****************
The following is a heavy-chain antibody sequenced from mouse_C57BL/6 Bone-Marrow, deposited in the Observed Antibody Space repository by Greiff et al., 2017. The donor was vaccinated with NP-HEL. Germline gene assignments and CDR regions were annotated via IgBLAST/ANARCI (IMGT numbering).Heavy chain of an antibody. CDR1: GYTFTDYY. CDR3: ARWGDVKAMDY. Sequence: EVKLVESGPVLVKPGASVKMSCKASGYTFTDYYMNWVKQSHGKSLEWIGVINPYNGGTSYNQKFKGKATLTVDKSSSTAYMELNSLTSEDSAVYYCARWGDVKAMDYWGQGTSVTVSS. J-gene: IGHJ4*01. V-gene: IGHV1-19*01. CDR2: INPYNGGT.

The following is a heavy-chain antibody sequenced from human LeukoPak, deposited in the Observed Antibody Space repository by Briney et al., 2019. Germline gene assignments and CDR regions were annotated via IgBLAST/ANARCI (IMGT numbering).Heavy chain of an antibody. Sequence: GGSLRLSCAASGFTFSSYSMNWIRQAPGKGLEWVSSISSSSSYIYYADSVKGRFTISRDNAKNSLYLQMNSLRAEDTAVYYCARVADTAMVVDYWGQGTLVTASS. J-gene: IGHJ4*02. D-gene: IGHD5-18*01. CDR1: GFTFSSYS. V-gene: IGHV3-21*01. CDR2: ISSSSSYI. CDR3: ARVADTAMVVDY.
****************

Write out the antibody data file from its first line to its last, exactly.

The following is a heavy-chain antibody sequenced from mouse_C57BL/6 Bone-Marrow, deposited in the Observed Antibody Space repository by Greiff et al., 2017. The donor was vaccinated with NP-HEL. Germline gene assignments and CDR regions were annotated via IgBLAST/ANARCI (IMGT numbering).Heavy chain of an antibody. CDR1: GYTFTDYY. CDR3: ARWGDVKAMDY. Sequence: EVKLVESGPVLVKPGASVKMSCKASGYTFTDYYMNWVKQSHGKSLEWIGVINPYNGGTSYNQKFKGKATLTVDKSSSTAYMELNSLTSEDSAVYYCARWGDVKAMDYWGQGTSVTVSS. J-gene: IGHJ4*01. V-gene: IGHV1-19*01. CDR2: INPYNGGT.

The following is a heavy-chain antibody sequenced from human LeukoPak, deposited in the Observed Antibody Space repository by Briney et al., 2019. Germline gene assignments and CDR regions were annotated via IgBLAST/ANARCI (IMGT numbering).Heavy chain of an antibody. Sequence: GGSLRLSCAASGFTFSSYSMNWIRQAPGKGLEWVSSISSSSSYIYYADSVKGRFTISRDNAKNSLYLQMNSLRAEDTAVYYCARVADTAMVVDYWGQGTLVTASS. J-gene: IGHJ4*02. D-gene: IGHD5-18*01. CDR1: GFTFSSYS. V-gene: IGHV3-21*01. CDR2: ISSSSSYI. CDR3: ARVADTAMVVDY.